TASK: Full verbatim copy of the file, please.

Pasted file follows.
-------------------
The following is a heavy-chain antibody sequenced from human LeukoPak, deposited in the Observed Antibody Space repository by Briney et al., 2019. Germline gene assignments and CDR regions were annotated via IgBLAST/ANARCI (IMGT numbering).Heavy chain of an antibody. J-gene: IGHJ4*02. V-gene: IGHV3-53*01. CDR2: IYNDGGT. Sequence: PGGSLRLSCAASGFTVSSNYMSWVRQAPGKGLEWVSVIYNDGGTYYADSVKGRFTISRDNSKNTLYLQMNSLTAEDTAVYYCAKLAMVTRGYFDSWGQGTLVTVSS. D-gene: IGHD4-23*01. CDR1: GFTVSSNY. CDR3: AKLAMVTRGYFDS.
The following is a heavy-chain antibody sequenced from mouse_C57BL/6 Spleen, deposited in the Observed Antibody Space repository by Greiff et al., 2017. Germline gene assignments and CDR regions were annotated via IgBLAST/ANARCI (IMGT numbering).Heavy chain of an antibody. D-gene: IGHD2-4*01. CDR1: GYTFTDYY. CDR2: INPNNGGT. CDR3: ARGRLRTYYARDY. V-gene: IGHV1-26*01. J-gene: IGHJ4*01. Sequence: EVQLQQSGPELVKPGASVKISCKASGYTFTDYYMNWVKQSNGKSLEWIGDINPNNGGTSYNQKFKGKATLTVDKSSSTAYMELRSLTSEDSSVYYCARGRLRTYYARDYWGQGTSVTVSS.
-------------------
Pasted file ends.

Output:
The following is a heavy-chain antibody sequenced from human LeukoPak, deposited in the Observed Antibody Space repository by Briney et al., 2019. Germline gene assignments and CDR regions were annotated via IgBLAST/ANARCI (IMGT numbering).Heavy chain of an antibody. J-gene: IGHJ4*02. V-gene: IGHV3-53*01. CDR2: IYNDGGT. Sequence: PGGSLRLSCAASGFTVSSNYMSWVRQAPGKGLEWVSVIYNDGGTYYADSVKGRFTISRDNSKNTLYLQMNSLTAEDTAVYYCAKLAMVTRGYFDSWGQGTLVTVSS. D-gene: IGHD4-23*01. CDR1: GFTVSSNY. CDR3: AKLAMVTRGYFDS.
The following is a heavy-chain antibody sequenced from mouse_C57BL/6 Spleen, deposited in the Observed Antibody Space repository by Greiff et al., 2017. Germline gene assignments and CDR regions were annotated via IgBLAST/ANARCI (IMGT numbering).Heavy chain of an antibody. D-gene: IGHD2-4*01. CDR1: GYTFTDYY. CDR2: INPNNGGT. CDR3: ARGRLRTYYARDY. V-gene: IGHV1-26*01. J-gene: IGHJ4*01. Sequence: EVQLQQSGPELVKPGASVKISCKASGYTFTDYYMNWVKQSNGKSLEWIGDINPNNGGTSYNQKFKGKATLTVDKSSSTAYMELRSLTSEDSSVYYCARGRLRTYYARDYWGQGTSVTVSS.